Barr is leading a project at Dartmouth to create an artificial intelligence-enabled system that allows for the routine audio recording of conversations between clinicians and patients. The project, known as ORALS (Open Recording Automated Logging System) is designed to use natural language processing to automatically tag elements of the conversation deemed most valuable for patients. Patients can review the transcribed text of the visit and tap sections marked as “diagnosis” or “medication protocols” to review important details.
Dartmouth is planning to begin testing the system on patients this summer. Earlier this week, Barr co-authored an editorial that appeared in the BMJ that referenced the potential of the technology to improve care and reduce the paperwork burdens that contribute to caregiver burnout.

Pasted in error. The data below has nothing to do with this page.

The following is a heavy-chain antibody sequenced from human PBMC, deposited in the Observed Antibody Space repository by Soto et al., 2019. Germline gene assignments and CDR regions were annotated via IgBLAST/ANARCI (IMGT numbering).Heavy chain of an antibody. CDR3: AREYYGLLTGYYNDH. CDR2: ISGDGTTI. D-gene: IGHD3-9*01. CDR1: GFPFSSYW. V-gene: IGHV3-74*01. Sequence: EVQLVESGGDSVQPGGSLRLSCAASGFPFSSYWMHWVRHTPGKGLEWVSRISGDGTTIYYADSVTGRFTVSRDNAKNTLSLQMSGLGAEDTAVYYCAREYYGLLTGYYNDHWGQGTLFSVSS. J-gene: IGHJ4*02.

“When talk can be transcribed into an accurate digital record that in turn could be automatically coded, the potential of abandoning the keyboard could bring back some sanity to a clinical process that has become weighed down by data entry,” the editorial stated.
The power of a simple recording
It is unclear how many U.S. health care providers are recording clinical conversations on a regular basis. But the practice is growing in concert with demand from patients who are more frequently asking doctors to record conversations with their smartphones.
Some institutions engaged in the practice are keeping it purposely low-tech and away from artificial intelligence applications — at least for now.
In Galveston, the University of Texas Medical Branch donates digital recorders to patients to allow them to tape their visits and share them with family members and other caregivers. Meredith Masel, director of the Oliver Center for Patient Safety and Quality at the university, said the approach gives patients the benefit of the recording without creating confusion over the ownership and control of the information.